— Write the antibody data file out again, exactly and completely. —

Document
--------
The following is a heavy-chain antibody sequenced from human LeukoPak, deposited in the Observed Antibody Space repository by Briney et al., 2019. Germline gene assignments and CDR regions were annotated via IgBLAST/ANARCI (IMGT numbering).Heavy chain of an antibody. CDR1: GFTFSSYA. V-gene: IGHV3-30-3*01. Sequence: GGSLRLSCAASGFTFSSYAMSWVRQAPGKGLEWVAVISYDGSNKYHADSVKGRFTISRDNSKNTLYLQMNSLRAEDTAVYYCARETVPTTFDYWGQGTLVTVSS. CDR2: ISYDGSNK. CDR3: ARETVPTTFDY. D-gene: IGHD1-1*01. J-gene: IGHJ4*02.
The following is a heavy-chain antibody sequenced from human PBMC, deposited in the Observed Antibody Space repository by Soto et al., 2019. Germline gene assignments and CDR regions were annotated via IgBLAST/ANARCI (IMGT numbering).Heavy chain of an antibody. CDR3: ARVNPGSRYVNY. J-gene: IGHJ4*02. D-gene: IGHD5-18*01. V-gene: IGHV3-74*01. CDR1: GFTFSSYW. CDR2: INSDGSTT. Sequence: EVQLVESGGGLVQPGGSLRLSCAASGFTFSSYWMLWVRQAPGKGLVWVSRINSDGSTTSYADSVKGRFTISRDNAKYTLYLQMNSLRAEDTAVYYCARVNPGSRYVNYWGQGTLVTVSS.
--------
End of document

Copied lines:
The following is a heavy-chain antibody sequenced from human LeukoPak, deposited in the Observed Antibody Space repository by Briney et al., 2019. Germline gene assignments and CDR regions were annotated via IgBLAST/ANARCI (IMGT numbering).Heavy chain of an antibody. CDR1: GFTFSSYA. V-gene: IGHV3-30-3*01. Sequence: GGSLRLSCAASGFTFSSYAMSWVRQAPGKGLEWVAVISYDGSNKYHADSVKGRFTISRDNSKNTLYLQMNSLRAEDTAVYYCARETVPTTFDYWGQGTLVTVSS. CDR2: ISYDGSNK. CDR3: ARETVPTTFDY. D-gene: IGHD1-1*01. J-gene: IGHJ4*02.
The following is a heavy-chain antibody sequenced from human PBMC, deposited in the Observed Antibody Space repository by Soto et al., 2019. Germline gene assignments and CDR regions were annotated via IgBLAST/ANARCI (IMGT numbering).Heavy chain of an antibody. CDR3: ARVNPGSRYVNY. J-gene: IGHJ4*02. D-gene: IGHD5-18*01. V-gene: IGHV3-74*01. CDR1: GFTFSSYW. CDR2: INSDGSTT. Sequence: EVQLVESGGGLVQPGGSLRLSCAASGFTFSSYWMLWVRQAPGKGLVWVSRINSDGSTTSYADSVKGRFTISRDNAKYTLYLQMNSLRAEDTAVYYCARVNPGSRYVNYWGQGTLVTVSS.